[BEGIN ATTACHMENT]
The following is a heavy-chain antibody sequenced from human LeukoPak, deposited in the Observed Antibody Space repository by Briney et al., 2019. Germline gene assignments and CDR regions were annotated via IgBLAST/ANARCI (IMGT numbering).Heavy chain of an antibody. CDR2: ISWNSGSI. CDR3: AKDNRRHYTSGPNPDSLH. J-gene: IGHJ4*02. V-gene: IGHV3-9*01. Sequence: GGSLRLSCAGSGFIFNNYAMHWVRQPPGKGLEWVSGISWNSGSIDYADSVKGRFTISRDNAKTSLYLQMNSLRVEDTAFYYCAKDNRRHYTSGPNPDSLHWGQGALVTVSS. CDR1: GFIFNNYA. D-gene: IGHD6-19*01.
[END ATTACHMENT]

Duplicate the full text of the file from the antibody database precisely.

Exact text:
The following is a heavy-chain antibody sequenced from human LeukoPak, deposited in the Observed Antibody Space repository by Briney et al., 2019. Germline gene assignments and CDR regions were annotated via IgBLAST/ANARCI (IMGT numbering).Heavy chain of an antibody. CDR2: ISWNSGSI. CDR3: AKDNRRHYTSGPNPDSLH. J-gene: IGHJ4*02. V-gene: IGHV3-9*01. Sequence: GGSLRLSCAGSGFIFNNYAMHWVRQPPGKGLEWVSGISWNSGSIDYADSVKGRFTISRDNAKTSLYLQMNSLRVEDTAFYYCAKDNRRHYTSGPNPDSLHWGQGALVTVSS. CDR1: GFIFNNYA. D-gene: IGHD6-19*01.